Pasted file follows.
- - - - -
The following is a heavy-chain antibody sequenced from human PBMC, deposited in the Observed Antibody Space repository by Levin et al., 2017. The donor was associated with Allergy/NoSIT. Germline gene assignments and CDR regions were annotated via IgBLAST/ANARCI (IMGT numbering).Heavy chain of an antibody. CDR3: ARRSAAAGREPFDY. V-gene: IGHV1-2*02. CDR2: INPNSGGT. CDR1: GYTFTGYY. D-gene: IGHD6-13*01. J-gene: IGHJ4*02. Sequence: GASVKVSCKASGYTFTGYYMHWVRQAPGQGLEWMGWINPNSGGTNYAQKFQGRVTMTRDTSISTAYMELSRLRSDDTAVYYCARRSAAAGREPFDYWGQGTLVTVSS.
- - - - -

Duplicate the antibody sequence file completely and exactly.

The following is a heavy-chain antibody sequenced from human PBMC, deposited in the Observed Antibody Space repository by Levin et al., 2017. The donor was associated with Allergy/NoSIT. Germline gene assignments and CDR regions were annotated via IgBLAST/ANARCI (IMGT numbering).Heavy chain of an antibody. CDR3: ARRSAAAGREPFDY. V-gene: IGHV1-2*02. CDR2: INPNSGGT. CDR1: GYTFTGYY. D-gene: IGHD6-13*01. J-gene: IGHJ4*02. Sequence: GASVKVSCKASGYTFTGYYMHWVRQAPGQGLEWMGWINPNSGGTNYAQKFQGRVTMTRDTSISTAYMELSRLRSDDTAVYYCARRSAAAGREPFDYWGQGTLVTVSS.